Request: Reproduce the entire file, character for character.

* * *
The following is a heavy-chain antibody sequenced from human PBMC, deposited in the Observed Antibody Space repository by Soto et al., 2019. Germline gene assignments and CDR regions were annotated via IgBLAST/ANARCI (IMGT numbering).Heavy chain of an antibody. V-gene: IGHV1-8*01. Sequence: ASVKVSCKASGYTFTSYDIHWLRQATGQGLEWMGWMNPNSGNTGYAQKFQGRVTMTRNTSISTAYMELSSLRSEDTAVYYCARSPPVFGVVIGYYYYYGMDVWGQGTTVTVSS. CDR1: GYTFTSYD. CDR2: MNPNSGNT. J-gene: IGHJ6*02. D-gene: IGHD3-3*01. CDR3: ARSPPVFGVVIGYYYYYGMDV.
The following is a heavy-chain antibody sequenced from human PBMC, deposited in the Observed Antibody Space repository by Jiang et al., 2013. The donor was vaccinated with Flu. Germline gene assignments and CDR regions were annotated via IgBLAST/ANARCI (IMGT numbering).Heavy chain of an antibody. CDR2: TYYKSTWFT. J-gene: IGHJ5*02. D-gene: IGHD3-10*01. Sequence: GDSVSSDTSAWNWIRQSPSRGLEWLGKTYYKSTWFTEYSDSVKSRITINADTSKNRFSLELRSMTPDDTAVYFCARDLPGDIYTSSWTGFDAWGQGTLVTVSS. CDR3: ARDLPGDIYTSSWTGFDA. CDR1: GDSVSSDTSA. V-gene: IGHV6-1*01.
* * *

The following is a heavy-chain antibody sequenced from human PBMC, deposited in the Observed Antibody Space repository by Soto et al., 2019. Germline gene assignments and CDR regions were annotated via IgBLAST/ANARCI (IMGT numbering).Heavy chain of an antibody. V-gene: IGHV1-8*01. Sequence: ASVKVSCKASGYTFTSYDIHWLRQATGQGLEWMGWMNPNSGNTGYAQKFQGRVTMTRNTSISTAYMELSSLRSEDTAVYYCARSPPVFGVVIGYYYYYGMDVWGQGTTVTVSS. CDR1: GYTFTSYD. CDR2: MNPNSGNT. J-gene: IGHJ6*02. D-gene: IGHD3-3*01. CDR3: ARSPPVFGVVIGYYYYYGMDV.
The following is a heavy-chain antibody sequenced from human PBMC, deposited in the Observed Antibody Space repository by Jiang et al., 2013. The donor was vaccinated with Flu. Germline gene assignments and CDR regions were annotated via IgBLAST/ANARCI (IMGT numbering).Heavy chain of an antibody. CDR2: TYYKSTWFT. J-gene: IGHJ5*02. D-gene: IGHD3-10*01. Sequence: GDSVSSDTSAWNWIRQSPSRGLEWLGKTYYKSTWFTEYSDSVKSRITINADTSKNRFSLELRSMTPDDTAVYFCARDLPGDIYTSSWTGFDAWGQGTLVTVSS. CDR3: ARDLPGDIYTSSWTGFDA. CDR1: GDSVSSDTSA. V-gene: IGHV6-1*01.